Patient safety is something that merits utmost consideration. After all, LIFE is involved. One wrong move can steal the lives of the ones dear to us. It is a shocking fact that every year, in the United States alone, an average of 200,000 people die because of medical mistakes and malpractices in the hospitals. Indeed, not all medical practitioners give focus on patient safety. At times, as Dan Bucsko puts it, poor communication between staff nurses and surgeons inside the operating rooms can helplessly lead to surgical errors. Other factors may be due to system failures and medical complexity.
What, then, is patient safety? Daniel Bucsko, a Fellow with the American College of Healthcare Executives (FACHE) explains that patient safety is a recently discovered discipline in healthcare which strongly emphasizes on the analysis, reporting, as well as prevention of a medical error, which may often lead to adverse and unavoidable healthcare events. Simply put, the goal of promoting patient safety is to protect an individual, or the patient, from experiencing negative effects due to medical malfunctions. As the World Health Organization puts it, patient safety should be considered an endemic concern.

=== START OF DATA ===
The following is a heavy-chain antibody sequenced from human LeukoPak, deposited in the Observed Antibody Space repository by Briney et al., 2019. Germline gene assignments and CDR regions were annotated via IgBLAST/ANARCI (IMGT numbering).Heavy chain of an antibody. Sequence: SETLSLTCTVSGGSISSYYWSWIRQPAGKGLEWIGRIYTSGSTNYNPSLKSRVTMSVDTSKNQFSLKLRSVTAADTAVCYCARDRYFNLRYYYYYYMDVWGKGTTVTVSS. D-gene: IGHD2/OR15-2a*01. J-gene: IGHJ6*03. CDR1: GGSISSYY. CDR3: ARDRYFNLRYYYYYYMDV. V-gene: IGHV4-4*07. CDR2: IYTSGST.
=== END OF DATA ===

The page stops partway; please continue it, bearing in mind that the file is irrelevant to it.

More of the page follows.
The next question is, as an individual, what can be done in order to make sure that whenever the need arises, you are well protected and that your safety as a patient is well taken care of? To start off, there is a need to study the services provided by your healthcare provider. Dan Bucsko highly suggests that patient safety should be a priority among insurers also. An individual’s health insurance plan should be focused on providing what is best for the patient, which includes giving the required attention to patient safety, rather than just focusing on how to save money.
Therefore, it is very important to select a healthcare provider who is also intent in protecting your needs and rights as a human being. Embarking on an insurance offer just because it is cheap can sometimes provide a negative impact on your safety. Remember this, Daniel Bucsko emphasizes that there is certainly no medical justification for putting patient safety in jeopardy. Insurers are not doctors, yes, but there are those who are properly trained and possess the knowledge surrounding the discipline of patient safety. They are the ones who can provide a solution with the patient’s best interest at heart. Why not take a close look at how your healthcare provider fares with regard to ensuring your safety?